Jonathan Edwards and the Bible, by Robert E. Brown
Robert Brown's splendid book may disillusion theological admirers of Jonathan Edwards. Those who prize Edwards's exultant expressions of the beauty of God's holiness may well find Brown's portrait of him as a polemicist preoccupied with the factual reliability of the scriptures unpalatable. Brown, a visiting professor of American religion at Franklin and Marshall College, makes a persuasive, well-documented case for the increasing impact that critical historical thought had on Edwards's understanding of scripture. By the end of his life, Brown argues, Edwards was convinced that establishing the religious authenticity of biblical narratives required more than typological interpretations: "These stories had to be explained historically as well, and justified according to critical notions of authentic history."
In Edwards's day there was significant agreement across the theological spectrum, from radical biblical critics to conservative defenders of the faith, about what constituted authentic history. They differed in their conclusions about scripture, not their historical criteria. Brown's Edwards is always on the defensive, employing historical-critical arguments to wage desperate rearguard actions for the Mosaic authorship of the Pentateuch and other traditional positions.
Jonathan Edwards and the Bible, the 1999 winner of the Brewer Prize in American church history, provides fresh support for emerging themes in recent scholarship on Edwards, such as the importance of deist interlocutors for his later theological directions, his theological convergences with moderate Anglican apologists, and the significance of his unpublished writings for a full estimation of his thought. Brown's book also recasts our perceptions of the impact of biblical criticism in North America. Whereas previously this impact had been seen as a largely post-Revolution phenomenon, Brown demonstrates the "deep penetration of critical thought into the colonial consciousness."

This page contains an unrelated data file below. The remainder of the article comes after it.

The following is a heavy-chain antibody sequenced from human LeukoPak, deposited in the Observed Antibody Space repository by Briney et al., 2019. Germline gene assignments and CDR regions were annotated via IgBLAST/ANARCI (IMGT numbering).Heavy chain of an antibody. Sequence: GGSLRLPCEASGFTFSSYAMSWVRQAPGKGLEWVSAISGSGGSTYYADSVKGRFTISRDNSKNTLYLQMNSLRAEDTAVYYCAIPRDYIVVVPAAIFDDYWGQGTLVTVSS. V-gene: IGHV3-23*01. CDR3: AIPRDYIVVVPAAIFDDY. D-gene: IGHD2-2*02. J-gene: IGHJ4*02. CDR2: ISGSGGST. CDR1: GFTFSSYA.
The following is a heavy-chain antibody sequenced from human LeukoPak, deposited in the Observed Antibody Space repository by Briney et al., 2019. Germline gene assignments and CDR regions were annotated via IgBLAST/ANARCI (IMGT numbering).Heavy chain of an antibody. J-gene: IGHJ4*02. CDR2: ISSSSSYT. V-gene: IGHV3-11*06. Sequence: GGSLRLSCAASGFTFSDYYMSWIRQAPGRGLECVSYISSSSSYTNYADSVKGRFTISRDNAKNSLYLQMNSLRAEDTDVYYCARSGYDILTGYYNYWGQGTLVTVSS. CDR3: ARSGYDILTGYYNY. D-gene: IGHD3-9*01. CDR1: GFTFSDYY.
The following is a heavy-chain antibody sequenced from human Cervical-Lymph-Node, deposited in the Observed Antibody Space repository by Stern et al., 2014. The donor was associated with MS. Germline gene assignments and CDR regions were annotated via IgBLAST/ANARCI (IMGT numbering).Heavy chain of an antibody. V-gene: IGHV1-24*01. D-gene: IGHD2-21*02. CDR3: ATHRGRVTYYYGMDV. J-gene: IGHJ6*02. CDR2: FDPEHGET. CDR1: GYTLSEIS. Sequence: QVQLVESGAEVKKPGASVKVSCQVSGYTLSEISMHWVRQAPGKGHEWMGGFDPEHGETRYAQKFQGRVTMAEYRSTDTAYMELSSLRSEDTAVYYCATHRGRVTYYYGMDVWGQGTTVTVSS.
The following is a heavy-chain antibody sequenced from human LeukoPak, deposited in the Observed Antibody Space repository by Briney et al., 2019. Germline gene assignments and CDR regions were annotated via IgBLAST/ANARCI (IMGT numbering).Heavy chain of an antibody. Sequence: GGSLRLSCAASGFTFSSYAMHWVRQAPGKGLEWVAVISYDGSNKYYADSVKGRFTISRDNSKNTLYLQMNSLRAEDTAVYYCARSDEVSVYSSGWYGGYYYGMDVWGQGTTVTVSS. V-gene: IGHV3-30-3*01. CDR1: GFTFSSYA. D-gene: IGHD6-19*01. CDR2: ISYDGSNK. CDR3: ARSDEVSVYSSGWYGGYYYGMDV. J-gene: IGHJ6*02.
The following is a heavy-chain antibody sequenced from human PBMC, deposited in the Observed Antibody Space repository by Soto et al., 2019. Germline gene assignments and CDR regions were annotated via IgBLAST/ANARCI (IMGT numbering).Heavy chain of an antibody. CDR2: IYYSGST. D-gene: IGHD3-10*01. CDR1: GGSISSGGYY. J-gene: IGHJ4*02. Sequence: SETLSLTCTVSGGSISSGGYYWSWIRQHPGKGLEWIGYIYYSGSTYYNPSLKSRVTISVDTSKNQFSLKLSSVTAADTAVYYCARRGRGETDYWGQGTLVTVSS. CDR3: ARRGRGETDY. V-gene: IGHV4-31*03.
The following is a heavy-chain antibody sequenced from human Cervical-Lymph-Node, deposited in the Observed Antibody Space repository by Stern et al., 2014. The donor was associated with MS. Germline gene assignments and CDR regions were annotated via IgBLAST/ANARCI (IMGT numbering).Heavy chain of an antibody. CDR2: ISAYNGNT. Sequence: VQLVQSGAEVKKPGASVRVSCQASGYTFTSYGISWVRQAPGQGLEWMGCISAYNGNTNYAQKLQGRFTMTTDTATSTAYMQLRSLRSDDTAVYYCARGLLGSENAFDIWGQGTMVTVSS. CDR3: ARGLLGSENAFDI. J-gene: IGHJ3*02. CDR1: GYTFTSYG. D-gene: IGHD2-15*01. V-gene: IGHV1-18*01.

While Brown decisively refutes Perry Miller's and Peter Gay's portrait of Edwards as an isolated and anachronistic historical thinker, he may overstate his case. His focus on Edwards's engagement with biblical criticism tends to overshadow what Brown himself refers to as Edwards's "native inclinations toward theological interpretation." The broad sweep of Edwards's writings shows us other faces besides that of the theological polemicist: Edwards the concerned pastor, the religious psychologist, the believer enthralled with God's beauty. It is particularly the last of these that seems blurred in Brown's analysis; the Edwards he portrays is more preoccupied with arguments for the excellence of the scriptures than with musings on the excellence of God. Given the dismally short shelf life of most apologetic arguments, Edwards's continuing appeal and significance have to be explained in wider terms.
Not all corners of the American church have abandoned apologetic arguments like Edwards's. Yet even for contemporary pastors and theologians who have, the issue that Brown's book raises is very much present: how to bring together critical approaches to scripture with forms of interpretation that provide theological guidance for Christian life. Brown shows that this has been a problem in American pulpits for a lot longer than we think. But he also brings home, albeit indirectly, the constructive helplessness of biblical criticism.
Historical-critical approaches may rule out certain readings and be used to commend others. But they do not convey the powerful sense of God's merciful presence that calls us to repentance and praise; they don't point us forward in the life of discipleship. Brown's book forcefully poses the question of where faith's certainty lies. And in that, theological admirers of Edwards can take heart.